fact that the screen was semi-transparent made the image

appear "washed out" and "fuzzy", but when a piece of white

paper was held directly in front of the screen, the image was

in fact clear and focused (see Figure 2.11). As a direct

result of this observation, the conclusion was formed that the

Outside Mirror


Diplay Smamc


Figure 2.7: Top and side views of proposed ADU.

Figure 2.8: Top view of scale model, showing display screen
on the left, and the projection mirror on the arm at right.

Figure 2.9: View from the side, showing the fuzzy quality of
the image.

Figure 2.10: Image as seen from behind, through the
transparent screen.

Figure 2.11: Similar to Figure 2.7 but with a piece of paper
acting as the screen.


screen material must be constructed of a non-transparent

material so that the image quality would not be lost.

This of course has the disadvantage that we no longer can

display the image on both sides of the screen, as was

demonstrated in Figure 2.10. One possible solution to this

problem may be the use of a beam-splitting prism between the

light source and the screen. This would then allow two copies

of the same image to be displayed simultaneously on the front

and back of the display

screen. The drawback to

this method may be the

loss of light due to

diffraction of the light,

to areas other than the

screen, or a blurry image,

if the two images are not

aligned properly.

Another issue that
Figure 2.12: Rotation of
became apparent after the displayed screen image.

construction of this prototype was the fact that the arm of

the ADU needs to be approximately 50 cm away from the light

source in order to achieve an image of the desired size

(approx. 25 x 20 cm). Once the arm of the ADU is brought into


a state of motion, it may present a danger to viewers, due to

its high rotational speeds.

As anticipated, the displayed image rotated around a

central point on the screen when the ADU was manually rotated.

The angle of the image rotation was directly proportional to

the movement of the ADU.

This development, although anticipated, reinforced the

need for a computer-based solution to negate this effect. The

drawback of this solution would have the consequence of

further limiting the usable display area of the image (see

Figure 2.12).


3.1 Introduction

A basic understanding of the human visual system is very

useful when dealing with the issue of displaying information

in three dimensions. A short overview of the human eye will be

given in the following section.

Binocular vision, using the information gathered by our

two eyes, is the most important source of our depth

perception. This will also be discussed in detail in the

following sections. In addition, psychological cues, as well

as physiological properties of the eye will be discussed.

It is interesting to note that light sensitive structures

have evolved independently in a vast number of plants and

animals. Though electromagnetic radiation takes many forms,

ranging from low energy radio waves to high energy gamma rays,

only the middle wavelengths have enough energy for vision, but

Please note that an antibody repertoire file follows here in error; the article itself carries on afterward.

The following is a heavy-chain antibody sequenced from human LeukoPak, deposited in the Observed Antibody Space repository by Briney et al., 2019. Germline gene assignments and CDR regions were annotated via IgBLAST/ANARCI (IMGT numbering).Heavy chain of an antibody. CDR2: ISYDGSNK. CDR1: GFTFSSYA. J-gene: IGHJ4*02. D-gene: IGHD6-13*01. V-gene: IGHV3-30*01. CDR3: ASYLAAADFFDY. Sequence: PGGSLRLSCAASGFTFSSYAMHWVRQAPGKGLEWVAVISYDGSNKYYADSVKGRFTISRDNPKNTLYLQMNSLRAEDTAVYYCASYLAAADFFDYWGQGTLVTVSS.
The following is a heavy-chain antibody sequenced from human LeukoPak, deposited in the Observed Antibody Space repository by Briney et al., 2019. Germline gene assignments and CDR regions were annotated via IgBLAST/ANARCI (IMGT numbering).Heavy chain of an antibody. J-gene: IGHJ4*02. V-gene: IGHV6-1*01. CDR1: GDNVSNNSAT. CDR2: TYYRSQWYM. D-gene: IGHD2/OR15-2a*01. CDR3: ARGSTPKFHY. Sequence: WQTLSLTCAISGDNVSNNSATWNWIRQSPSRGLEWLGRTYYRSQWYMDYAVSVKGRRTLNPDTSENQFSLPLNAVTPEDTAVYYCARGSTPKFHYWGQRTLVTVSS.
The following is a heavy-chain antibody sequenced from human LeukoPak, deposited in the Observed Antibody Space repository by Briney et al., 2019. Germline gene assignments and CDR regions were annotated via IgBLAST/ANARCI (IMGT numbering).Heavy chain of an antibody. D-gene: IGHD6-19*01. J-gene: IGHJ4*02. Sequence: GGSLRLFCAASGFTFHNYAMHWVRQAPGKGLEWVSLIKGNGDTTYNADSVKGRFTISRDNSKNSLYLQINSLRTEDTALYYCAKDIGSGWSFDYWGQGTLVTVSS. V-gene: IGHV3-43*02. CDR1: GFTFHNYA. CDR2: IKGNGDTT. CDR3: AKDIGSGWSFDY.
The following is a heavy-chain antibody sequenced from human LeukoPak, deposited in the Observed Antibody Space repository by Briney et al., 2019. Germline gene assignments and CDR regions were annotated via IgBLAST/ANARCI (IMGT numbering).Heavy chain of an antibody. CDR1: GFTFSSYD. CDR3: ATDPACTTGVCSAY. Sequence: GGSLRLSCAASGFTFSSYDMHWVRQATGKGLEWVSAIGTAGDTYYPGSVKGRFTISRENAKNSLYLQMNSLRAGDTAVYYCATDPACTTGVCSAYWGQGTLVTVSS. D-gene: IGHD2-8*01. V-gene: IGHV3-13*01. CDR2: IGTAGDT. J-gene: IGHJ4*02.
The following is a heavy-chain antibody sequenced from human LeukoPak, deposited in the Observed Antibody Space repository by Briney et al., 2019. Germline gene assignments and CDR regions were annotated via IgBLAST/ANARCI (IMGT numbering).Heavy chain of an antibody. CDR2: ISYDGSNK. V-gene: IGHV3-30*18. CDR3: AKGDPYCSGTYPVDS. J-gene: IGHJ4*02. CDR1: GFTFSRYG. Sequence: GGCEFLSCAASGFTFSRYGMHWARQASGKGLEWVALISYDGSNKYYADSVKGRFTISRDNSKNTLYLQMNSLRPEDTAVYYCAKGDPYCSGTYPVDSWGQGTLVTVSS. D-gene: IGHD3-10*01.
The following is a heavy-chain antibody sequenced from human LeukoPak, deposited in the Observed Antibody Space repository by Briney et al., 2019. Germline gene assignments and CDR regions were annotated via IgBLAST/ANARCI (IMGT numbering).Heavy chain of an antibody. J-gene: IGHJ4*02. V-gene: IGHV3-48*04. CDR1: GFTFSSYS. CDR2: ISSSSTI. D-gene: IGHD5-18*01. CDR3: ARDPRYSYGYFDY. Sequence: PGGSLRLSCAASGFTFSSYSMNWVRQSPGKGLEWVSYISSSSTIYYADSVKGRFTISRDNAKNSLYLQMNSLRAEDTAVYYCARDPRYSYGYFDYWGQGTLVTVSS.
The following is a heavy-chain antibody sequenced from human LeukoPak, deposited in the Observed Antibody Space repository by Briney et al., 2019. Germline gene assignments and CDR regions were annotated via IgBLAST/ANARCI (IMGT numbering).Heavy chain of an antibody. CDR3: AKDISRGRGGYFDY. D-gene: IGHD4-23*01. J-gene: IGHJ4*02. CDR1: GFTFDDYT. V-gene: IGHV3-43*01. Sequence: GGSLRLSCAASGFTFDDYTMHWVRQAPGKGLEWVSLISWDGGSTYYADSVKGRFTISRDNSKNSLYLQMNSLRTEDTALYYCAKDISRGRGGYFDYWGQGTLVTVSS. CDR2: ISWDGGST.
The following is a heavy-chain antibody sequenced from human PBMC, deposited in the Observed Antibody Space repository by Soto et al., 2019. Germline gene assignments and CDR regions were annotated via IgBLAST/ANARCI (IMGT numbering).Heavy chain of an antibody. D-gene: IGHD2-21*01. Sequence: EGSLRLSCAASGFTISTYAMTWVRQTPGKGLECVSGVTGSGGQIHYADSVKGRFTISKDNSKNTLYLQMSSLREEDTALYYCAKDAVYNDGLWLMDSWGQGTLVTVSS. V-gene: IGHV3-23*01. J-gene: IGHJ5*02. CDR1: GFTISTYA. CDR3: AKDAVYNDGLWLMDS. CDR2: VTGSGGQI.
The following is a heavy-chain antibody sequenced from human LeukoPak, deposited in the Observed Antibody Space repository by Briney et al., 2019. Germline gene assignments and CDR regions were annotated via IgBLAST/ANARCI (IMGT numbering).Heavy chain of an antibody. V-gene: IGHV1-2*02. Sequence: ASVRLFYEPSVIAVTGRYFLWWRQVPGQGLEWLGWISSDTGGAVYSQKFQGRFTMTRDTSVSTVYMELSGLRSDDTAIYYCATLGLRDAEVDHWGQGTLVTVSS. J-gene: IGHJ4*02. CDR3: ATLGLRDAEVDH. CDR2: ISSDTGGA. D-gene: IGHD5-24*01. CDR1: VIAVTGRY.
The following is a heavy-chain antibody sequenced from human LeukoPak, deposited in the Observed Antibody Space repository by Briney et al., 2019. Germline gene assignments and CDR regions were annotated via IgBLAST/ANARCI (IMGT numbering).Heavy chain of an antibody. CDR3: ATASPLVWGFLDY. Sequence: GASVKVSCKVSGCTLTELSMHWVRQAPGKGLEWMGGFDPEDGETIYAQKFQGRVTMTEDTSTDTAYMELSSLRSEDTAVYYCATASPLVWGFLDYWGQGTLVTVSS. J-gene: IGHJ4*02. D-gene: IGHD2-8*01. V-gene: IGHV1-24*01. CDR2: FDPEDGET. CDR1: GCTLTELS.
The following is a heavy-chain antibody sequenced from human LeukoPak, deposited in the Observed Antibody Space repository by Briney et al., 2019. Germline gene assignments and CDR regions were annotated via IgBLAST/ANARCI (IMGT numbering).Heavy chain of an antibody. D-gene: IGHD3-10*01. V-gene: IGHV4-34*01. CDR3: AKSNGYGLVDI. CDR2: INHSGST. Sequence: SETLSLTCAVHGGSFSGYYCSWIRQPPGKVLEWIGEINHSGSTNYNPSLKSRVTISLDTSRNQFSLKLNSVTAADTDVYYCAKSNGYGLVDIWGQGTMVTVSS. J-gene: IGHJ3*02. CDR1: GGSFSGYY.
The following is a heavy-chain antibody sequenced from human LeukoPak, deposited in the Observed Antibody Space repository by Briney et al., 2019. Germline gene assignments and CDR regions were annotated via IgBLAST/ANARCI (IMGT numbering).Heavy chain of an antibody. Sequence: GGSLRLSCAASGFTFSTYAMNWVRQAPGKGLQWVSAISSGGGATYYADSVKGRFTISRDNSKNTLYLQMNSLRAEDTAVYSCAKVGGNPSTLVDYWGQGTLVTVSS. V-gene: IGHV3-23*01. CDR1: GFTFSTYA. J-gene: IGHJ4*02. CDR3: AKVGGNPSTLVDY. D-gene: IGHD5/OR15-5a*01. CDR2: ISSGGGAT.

not so much that they can damage tissue. It is this relatively

narrow band of wavelength that we use to gather visual

information about our environment.


The following discussion is intended to give a quick and

practical overview of the subject matter.

3.2 The human eye

The adult human eye is a globe shaped organ with a

diameter of about 2.5 cm (see Figure 3.1). It is encased in a

tough but elastic coat of connective tissue, the sclera. The

forward portion of the sclera, the cornea, is transparent and

more strongly curved; it functions as the first element in the

light focusing system of the eye. Just inside the sclera is a

layer of darkly pigmented tissue, the choroid, through which

many blood vessels run. The choroid not only provides the

blood supply to the eye, it also acts as a light absorbing

layer. This layer, like the black inner surface of a camera,

helps prevent internally reflected light (and light from

outside the eye that has not entered through the lens) from

blurring the image. In nocturnal animals, by contrast, the

choroid layer is usually highly reflective. Although the

reflectivity reduces resolution, it increases light

sensitivity by sending unabsorbed light back through the

receptor layer for another opportunity to be processed. This

mirror-like layer accounts for the way a cat's eyes seem to

glow in the dark.

Figure 3.1: Lens eye.

sclera vitreous humor
h aqueous humor

chorou -- Hr -



i cornea


optic nerve
optic nerve

ciliary body
suspensory ligament

Figure 3.2: Diagram of the human eye.


Just behind the junction of the main part of the sclera

and the cornea, the choroid becomes thicker and has smooth

muscles embedded in it; this portion of the choroid is called

the ciliary body. Forward of the ciliary body, the choroid

leaves the surface of the eyeball and extends into the cavity

of the eye as a ring of pigmented tissue, the iris. The iris

contains smooth muscle fibers arranged both circularly and

radially. When the circular muscle fibers contract, the

opening in the center of the iris, the pupil, is reduced; when

radial muscles contract, the pupil is dilated. The iris

regulates the amount of light admitted to the eye in much the

same way that the diaphragm of a camera controls the


The lens, which functions as the second element in the

light focussing system, is suspended behind the pupil by a